Roku has updated the guide for this new generation of players -- now all the channels are shown on a grid rather than as a single banner across the centre of the screen. It's a small change, but a big improvement in usability, especially if you've got a lot of channels installed on the player.
What's more, you can now easily rearrange the order of the channels by tapping the star button on the remote and then using the direction controls to reposition the channel in the grid. Again, something that was missing from the older players, but a really welcome addition here.
The guide still doesn't look as attractive or as sophisticated as that on the Apple TV, but it is much faster than the older models guides due to the Roku 3's dual-core processor.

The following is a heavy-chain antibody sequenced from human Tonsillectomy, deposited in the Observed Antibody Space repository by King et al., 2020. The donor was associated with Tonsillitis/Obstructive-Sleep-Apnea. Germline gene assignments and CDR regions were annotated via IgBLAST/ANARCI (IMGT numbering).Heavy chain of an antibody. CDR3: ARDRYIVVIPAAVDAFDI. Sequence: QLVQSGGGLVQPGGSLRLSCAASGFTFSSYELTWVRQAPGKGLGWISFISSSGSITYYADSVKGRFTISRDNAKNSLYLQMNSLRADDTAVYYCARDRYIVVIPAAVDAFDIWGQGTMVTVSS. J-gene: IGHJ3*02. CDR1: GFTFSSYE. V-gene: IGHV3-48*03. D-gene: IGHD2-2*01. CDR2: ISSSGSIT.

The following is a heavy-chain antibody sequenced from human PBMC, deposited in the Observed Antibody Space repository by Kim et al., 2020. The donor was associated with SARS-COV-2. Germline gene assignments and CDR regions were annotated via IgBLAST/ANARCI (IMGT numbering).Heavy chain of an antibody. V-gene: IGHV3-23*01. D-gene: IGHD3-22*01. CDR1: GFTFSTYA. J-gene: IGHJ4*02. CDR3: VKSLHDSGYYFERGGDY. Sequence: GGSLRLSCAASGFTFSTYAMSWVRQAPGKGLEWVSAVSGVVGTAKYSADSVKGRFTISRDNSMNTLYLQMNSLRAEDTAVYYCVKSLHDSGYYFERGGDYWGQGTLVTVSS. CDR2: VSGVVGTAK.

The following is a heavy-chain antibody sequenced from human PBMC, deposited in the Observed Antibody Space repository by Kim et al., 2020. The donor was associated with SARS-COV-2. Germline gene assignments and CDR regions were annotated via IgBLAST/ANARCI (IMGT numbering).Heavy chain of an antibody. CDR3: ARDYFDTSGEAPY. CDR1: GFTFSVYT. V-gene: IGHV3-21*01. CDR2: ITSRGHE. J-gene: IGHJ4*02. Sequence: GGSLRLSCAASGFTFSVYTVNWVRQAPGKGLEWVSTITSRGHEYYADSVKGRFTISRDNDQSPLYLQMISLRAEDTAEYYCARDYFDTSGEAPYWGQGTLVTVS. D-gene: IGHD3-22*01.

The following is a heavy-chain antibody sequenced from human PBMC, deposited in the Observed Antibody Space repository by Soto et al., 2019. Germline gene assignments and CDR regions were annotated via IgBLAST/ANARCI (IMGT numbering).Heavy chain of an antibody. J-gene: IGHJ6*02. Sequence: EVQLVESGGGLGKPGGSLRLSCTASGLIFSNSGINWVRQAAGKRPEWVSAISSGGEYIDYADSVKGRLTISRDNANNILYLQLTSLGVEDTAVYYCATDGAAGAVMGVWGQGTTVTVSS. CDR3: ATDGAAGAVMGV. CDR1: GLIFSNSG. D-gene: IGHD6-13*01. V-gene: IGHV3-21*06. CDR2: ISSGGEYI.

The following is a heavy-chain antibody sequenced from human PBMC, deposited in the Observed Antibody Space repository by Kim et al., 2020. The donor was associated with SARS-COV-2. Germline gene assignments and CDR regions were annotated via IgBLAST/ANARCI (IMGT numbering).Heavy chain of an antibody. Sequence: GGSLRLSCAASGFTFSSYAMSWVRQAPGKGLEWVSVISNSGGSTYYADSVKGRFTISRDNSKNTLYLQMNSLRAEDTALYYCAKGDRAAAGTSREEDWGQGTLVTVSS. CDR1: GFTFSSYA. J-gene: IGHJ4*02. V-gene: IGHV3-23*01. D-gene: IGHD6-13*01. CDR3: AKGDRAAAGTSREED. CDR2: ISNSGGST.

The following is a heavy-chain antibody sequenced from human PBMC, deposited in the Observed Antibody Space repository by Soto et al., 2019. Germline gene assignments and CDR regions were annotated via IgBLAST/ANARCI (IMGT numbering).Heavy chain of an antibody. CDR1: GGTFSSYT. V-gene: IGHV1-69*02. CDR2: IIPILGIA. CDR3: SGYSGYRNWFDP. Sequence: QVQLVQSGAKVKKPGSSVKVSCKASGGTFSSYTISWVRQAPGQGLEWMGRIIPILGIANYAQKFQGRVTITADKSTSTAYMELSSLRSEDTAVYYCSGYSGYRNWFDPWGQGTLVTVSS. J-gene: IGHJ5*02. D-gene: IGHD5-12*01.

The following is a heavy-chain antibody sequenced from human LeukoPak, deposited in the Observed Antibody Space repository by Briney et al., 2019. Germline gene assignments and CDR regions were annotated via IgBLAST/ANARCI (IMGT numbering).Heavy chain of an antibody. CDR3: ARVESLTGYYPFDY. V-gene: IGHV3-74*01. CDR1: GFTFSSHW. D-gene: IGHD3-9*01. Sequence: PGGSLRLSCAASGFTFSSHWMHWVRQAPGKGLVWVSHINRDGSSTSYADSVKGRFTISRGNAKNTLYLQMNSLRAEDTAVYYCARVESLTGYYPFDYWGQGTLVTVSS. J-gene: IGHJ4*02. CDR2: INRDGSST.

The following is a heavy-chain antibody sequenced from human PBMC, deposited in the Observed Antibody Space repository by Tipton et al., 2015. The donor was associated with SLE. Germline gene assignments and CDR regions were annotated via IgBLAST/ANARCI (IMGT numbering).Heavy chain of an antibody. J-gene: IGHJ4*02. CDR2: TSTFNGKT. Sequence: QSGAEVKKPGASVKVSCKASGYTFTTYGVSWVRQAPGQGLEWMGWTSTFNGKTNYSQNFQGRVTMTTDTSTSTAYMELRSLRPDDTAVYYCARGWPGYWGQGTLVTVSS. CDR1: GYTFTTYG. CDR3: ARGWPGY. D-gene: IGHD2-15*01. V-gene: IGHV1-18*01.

The Roku 3 has tonnes of content available for you to stream from the net -- but much of it is rubbish. The onboard channel store is padded out with lots of obscure apps such as Marengo (all cats, all the time!) and War Games with Historic Miniatures (everyone's got to have a hobby, I suppose).
When it comes to premium channels, it supports BBC iPlayer, Demand5, Sky News, Netflix and Now TV. The latter two are subscription services, so you have to pay to access them. Netflix doesn't need an introduction, but Now TV may not be familiar to many people. It's Sky's Internet service that provides on-demand access to the Sky Movies catalogue of films for a monthly fee, or Sky Sports channels at a daily charge.
Sky is now a major backer of Roku, which is why Now TV has been added to this box. The Now TV service is easy to use and nicely presented, but the quality of the video streams is quite poor, especially for the live sports broadcasts. Plus on the Roku 3, Now TV doesn't support HD streaming for the on-demand movies yet.